Getting started with FreeBSD
ke.han at redstarling.com
Tue Oct 10 20:53:24 PDT 2006
Since you are already knowledgeable of X-11 apps on slackware, this
opinion may not concern you.
My opinion of FreeBSD is do not try to configure X-11 desktops and
apps with it. Its just too much effort. I have the same opinion of
any *nix system that require the user to install/configure their own
If you want a good desktop that does provide updates to some apps
(firefox included), start with PC-BSD, http://www.pcbsd.org. This is
built on FreeBSD 6.x and keeps the base enough as in the FreeBSD.org
release so as to enable you a true freebsd system so you can still
use ports or packages in addition to PC-BSD's PBI installer....but
without the trouble of integrating and maintaining your own desktop
enjoy, ke han
On Oct 11, 2006, at 11:10 AM, cothrige wrote:
> I am a complete newb to BSD trying to get started learning a bit about
> how to make my way in it. I have been using Slackware over the last
> four years or so, and this has made me a bit used to one way of doing
> things and now the FreeBSD way is kind of rattling me.
> For some background, I installed from the FreeBSD 6.1-RELEASE discs,
> and this is also what I get from uname -r. What I don't understand is
> the relationship between ports, packages and security. For instance,
> I am currently using firefox 220.127.116.11, which I keep seeing online is
> not terribly secure. However, I am confused about what FreeBSD makes
> available to update this and other similar packages. I installed
> and most of the rest of the system, from the discs via packages, and
> hope to keep packages as my main method. I have had some experience
> in the past with twenty hour compiles of kdelibs on Gentoo and really
> don't want that again but I cannot find any info anywhere on how to
> approach updating for security via packages.
> I installed once previously as a test, and in that system followed the
> only online information I could find which seemed relevant, and that
> was regarding cvsup. I backed up the ports directory and setup a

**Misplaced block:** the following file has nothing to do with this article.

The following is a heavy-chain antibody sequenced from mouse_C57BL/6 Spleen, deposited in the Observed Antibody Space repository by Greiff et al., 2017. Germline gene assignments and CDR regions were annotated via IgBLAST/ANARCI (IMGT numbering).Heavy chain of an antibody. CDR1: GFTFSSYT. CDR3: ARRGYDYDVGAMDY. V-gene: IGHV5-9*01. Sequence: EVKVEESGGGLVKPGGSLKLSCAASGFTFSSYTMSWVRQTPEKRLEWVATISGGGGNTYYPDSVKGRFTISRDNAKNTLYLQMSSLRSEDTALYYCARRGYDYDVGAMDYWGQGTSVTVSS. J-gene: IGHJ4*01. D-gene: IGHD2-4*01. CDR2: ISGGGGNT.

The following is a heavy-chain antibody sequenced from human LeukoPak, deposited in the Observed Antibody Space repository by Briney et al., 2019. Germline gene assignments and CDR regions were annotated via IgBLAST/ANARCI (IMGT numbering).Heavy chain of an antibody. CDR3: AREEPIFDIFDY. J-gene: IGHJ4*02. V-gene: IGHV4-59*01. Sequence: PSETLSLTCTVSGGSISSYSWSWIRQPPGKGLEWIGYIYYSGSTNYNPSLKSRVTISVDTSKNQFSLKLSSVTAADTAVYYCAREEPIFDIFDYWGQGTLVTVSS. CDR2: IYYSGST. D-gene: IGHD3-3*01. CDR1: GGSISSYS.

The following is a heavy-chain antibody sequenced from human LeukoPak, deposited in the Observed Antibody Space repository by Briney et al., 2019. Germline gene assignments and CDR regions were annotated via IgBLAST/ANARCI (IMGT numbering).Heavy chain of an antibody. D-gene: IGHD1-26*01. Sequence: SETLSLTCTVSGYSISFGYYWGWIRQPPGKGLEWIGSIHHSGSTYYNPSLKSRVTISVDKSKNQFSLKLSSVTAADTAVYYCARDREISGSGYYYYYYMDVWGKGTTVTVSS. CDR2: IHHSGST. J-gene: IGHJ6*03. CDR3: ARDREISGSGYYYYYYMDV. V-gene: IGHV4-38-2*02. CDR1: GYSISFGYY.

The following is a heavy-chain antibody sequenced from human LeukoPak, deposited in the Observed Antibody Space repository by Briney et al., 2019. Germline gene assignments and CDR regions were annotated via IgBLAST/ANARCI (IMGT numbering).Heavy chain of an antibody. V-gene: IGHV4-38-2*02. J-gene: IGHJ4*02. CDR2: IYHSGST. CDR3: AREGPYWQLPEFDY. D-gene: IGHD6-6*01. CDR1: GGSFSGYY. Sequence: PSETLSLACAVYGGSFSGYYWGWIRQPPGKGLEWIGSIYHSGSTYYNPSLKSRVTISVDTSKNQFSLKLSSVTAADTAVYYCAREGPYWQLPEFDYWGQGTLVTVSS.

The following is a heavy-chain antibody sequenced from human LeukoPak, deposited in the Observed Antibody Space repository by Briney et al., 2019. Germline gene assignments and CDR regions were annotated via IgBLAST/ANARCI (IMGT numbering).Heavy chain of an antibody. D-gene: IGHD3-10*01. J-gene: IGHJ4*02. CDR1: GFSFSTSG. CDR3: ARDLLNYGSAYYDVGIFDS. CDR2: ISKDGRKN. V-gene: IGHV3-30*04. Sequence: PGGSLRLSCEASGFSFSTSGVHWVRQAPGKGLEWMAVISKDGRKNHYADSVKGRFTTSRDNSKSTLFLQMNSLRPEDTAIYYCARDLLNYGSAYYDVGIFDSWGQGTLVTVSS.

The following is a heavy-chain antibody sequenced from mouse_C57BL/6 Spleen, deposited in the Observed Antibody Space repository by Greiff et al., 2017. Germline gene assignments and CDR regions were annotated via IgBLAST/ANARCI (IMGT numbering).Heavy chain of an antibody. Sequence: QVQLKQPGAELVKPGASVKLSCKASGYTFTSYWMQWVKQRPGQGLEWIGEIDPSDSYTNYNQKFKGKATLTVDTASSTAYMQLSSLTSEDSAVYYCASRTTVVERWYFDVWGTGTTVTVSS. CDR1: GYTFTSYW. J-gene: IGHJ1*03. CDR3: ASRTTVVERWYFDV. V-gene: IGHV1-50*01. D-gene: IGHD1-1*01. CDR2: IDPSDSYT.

> supfile according the handbook and a couple of examples, and went
> ahead and ran it. From there I started checking how things would go
> if I ran portupgrade on a couple of apps. I chose the infamous
> kdelibs as my sample. When I ran portupgrade -P, just to check
> things out and see what I would get, it failed to find a package and
> started grabbing the source. No, couldn't do that, so I killed it.
> I then tried again with portsnap and got the same result.
> When I looked at the complaint I found that it was looking for what
> appeared to be a nonexistent file. I am not sure now, but it was
> something like kdelibs-3.5.4 and the server it was searching on,
> something which ended in ...packages-6.1-release I think, had only
> kdelibs-3.5.1. As a matter of fact, I went through all the
> directories I could find online (including 6 and 7 stable, release and
> current) and was unable to find the package my system was looking for
> in any of them. This failure, and the confusion which ensued, are
> what cause me to wonder just how to keep things like the
> aforementioned firefox up to date.
> I am now in a situation where I am unsure of what to do as regards
> updates, and can really find nothing which clarifies things much
> online. Everything I find says to run cvsup and use a supfile
> entirely like that which I used before, and that did not work out.
> How do I use new, more secure ports and yet still be able to use
> binary packages? Is updating ports with cvsup the only way? And if
> so, what did I do wrong before? The inability to use binary packages
> for giant, though in my case needed, bloatware like kde made me leave
> Gentoo behind and I want to know whether that is the only future for
> FreeBSD too. I am assuming that since there are binary packages
> online for these files they must be usable, I just don't know how to
> get to them from tools like portupgrade. Or if that is how you even
> try to upgrade a system from packages. I just can't find any really
> relevant guides for this type of thing, so I am supposing that
> everyone just compiles everything.
> Any help in this is very much appreciated, and sorry if I am
> overlooking super obvious information somewhere about this. I
> probably am, but I just can't find it.
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